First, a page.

The effect of distributional information on children’s use of phonemic contrasts
Date of Original Version
Abstract or Description
Several recent experiments indicate that, when learning words, children are not as sensitive to phonemic differences (e.g., /d/ vs. /t/) as they are in discrimination tasks [Pater, J., Stager, C. L., & Werker, J. F. (2004). The perceptual acquisition of phonological contrasts. Language, 80, 384–402; Stager, C. L., & Werker, J. F. (1997). Infants listen for more phonetic detail in speech perception than in word-learning tasks.Nature, 388, 381–382]. In particular, 14-month-olds who can hear the difference between similar words such as “daw” and “taw” treat these labels as interchangeable when they refer to newly learned objects. We hypothesize that experience with the distribution of phonemes in their native language helps children use these phonemic distinctions in a word-learning task. Children receive distributional information when they experience different phonemes in different words. To test this hypothesis, we exposed children to two kinds of words: words in which phonemes occurred in very similar contexts, and words in which phonemes occurred in dissimilar contexts. Children who experienced phonemes in dissimilar contexts were more successful in using the contrast between the phonemes in a word-learning task.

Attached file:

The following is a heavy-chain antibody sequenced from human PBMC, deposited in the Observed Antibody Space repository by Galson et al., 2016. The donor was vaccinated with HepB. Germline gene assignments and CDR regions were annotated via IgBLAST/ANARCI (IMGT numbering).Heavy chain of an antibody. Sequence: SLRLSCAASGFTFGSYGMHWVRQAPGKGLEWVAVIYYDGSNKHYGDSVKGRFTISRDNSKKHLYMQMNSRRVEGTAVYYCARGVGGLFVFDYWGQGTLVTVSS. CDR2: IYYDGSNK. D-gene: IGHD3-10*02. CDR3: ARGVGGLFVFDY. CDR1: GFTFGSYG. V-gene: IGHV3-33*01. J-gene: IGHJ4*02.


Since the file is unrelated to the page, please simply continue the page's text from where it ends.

Journal of Memory and Language, 56, 1, 16-34.